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Georgia winter storm response by the numbers

ATLANTA (AP) -- Here's a look by the numbers at how some agencies are responding to a storm that is supposed to bring snow, "catastrophic" ice and widespread power outages to Georgia, including the Atlanta metro area.

SNOW AND ICE: Quarter-inch to a half-inch of ice around Atlanta and east. 6 to 10 inches of snow in north Georgia.

DEATHS: One storm-related death was reported in Georgia. Gov. Nathan Deal said a 50-year-old man in Butts County, about 45 miles southeast of Atlanta, died after he apparently slipped on ice outside his home.

POWER OUTAGES: More than 230,000 homes and businesses statewide were without electricity late Wednesday afternoon, up from 200,000 earlier in the day. Georgia Power and the Georgia Electric Membership Corp. said they were able to quickly restore power to thousands.

ROAD WRECKS: 251 crashes reported to the Georgia State Patrol between 2 a.m. and 9 p.m. Wednesday. 32 people injured on the roads, none killed.

THE ARMY NATIONAL GUARD: 1,000 guardsmen mobilized. 150 four-wheel drive vehicles, including Humvees.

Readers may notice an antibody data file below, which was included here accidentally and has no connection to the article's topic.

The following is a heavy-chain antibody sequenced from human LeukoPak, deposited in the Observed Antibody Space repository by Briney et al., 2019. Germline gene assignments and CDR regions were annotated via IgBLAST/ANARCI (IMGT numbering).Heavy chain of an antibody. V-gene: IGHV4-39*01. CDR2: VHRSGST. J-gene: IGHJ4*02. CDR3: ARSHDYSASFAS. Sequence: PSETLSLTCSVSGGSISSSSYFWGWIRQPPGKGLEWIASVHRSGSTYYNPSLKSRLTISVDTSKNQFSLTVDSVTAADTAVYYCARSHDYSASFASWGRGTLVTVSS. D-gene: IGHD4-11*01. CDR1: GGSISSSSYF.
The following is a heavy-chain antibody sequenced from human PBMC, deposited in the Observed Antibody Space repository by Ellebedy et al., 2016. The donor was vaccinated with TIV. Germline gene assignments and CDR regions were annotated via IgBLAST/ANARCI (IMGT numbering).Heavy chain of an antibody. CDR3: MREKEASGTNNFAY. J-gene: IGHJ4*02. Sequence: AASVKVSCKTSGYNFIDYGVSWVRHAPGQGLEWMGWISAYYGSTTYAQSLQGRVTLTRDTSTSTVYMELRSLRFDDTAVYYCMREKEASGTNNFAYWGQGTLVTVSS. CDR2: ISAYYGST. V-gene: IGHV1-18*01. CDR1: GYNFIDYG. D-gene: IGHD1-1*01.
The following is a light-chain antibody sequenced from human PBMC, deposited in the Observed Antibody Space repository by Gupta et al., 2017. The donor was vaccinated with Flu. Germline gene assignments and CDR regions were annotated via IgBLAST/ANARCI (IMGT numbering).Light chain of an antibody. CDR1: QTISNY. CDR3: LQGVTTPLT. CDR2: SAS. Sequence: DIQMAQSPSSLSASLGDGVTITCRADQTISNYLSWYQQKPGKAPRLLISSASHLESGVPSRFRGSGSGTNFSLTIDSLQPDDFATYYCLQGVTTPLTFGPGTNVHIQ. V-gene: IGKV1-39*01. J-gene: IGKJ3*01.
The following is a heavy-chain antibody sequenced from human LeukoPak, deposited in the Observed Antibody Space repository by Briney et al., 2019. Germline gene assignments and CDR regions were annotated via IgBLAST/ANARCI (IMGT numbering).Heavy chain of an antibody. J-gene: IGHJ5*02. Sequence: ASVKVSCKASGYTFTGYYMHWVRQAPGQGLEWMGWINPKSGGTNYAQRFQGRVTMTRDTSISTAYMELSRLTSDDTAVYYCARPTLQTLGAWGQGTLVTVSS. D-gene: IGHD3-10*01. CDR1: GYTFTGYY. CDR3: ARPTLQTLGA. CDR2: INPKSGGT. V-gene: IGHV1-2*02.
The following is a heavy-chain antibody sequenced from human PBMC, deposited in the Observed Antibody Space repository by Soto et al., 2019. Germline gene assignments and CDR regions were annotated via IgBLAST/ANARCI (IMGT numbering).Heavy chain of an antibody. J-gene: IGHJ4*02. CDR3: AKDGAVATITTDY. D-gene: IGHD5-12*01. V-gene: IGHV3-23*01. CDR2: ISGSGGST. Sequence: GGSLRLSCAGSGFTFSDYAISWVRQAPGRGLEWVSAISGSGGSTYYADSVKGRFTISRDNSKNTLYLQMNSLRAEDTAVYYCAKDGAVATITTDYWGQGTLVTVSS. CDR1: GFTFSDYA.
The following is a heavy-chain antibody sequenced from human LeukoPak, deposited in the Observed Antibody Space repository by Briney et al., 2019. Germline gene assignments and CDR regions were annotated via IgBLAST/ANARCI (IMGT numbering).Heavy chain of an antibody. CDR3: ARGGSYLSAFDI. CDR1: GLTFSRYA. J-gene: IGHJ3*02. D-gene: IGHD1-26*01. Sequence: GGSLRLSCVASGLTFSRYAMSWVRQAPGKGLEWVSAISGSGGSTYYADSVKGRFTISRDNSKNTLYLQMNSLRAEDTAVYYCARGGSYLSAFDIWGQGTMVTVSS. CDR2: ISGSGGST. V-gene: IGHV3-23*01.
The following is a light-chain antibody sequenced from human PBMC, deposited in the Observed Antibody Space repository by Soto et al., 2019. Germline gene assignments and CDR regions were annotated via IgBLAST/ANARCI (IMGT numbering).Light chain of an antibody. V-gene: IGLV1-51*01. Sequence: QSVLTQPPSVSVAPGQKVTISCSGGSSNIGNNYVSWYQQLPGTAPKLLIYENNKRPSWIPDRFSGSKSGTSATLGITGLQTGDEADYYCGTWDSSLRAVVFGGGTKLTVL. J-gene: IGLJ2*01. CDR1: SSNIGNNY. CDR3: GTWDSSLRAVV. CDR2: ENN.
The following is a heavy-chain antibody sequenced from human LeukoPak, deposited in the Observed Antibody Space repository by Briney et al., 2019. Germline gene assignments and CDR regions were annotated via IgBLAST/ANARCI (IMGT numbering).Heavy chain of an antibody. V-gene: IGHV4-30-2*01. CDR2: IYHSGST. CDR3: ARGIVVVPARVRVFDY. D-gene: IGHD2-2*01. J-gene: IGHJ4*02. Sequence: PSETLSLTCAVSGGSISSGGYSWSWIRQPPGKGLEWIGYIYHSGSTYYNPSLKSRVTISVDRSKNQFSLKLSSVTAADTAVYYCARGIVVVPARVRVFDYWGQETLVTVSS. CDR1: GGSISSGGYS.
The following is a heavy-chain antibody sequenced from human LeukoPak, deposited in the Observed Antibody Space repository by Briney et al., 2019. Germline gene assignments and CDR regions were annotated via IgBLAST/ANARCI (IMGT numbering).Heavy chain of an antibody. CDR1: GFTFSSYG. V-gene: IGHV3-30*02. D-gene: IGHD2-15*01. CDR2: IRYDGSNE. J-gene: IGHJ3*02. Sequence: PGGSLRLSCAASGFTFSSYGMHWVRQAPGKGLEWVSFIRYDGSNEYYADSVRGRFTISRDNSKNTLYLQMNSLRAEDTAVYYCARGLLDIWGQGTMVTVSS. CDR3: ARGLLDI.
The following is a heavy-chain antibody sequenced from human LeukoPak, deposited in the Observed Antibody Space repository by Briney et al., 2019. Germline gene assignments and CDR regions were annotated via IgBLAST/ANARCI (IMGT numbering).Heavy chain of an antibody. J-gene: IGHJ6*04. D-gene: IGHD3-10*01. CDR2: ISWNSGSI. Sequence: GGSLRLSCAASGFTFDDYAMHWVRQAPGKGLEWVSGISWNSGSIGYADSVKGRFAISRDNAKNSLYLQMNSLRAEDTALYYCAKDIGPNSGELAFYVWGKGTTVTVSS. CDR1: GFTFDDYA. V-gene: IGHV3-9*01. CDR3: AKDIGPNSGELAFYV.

EQUIPMENT: 705 pieces from Georgia Department of Transportation, including trucks, plows, salt spreaders. 125 spreaders and snow plows in city of Atlanta.

STAFF: 2,130 state transportation workers on call.

SALT AND GRAVEL: 41,953 tons of gravel and 22,199 tons of salt stockpiled for use statewide, and Georgia Department of Transportation expects to get more. 3,000 tons for city of Atlanta roads.

UTILITIES: 200 trucks from throughout the Southeast available to start restoring power.

WARMING SHELTERS: At least 57 statewide including 35 National Guard armories and 11 Georgia state parks with 2,800 cots available. Shelters also opened at some police precincts, fire stations, churches and recreation centers in metro Atlanta.

FLIGHTS: 1,643 flights to and from Atlanta's airport canceled Wednesday and an additional 664 Thursday flights canceled, according to the website FlightAware. 100,000 gallons of de-icing fluid, 100,000 pounds of de-icing pellets, salt and sand for runways.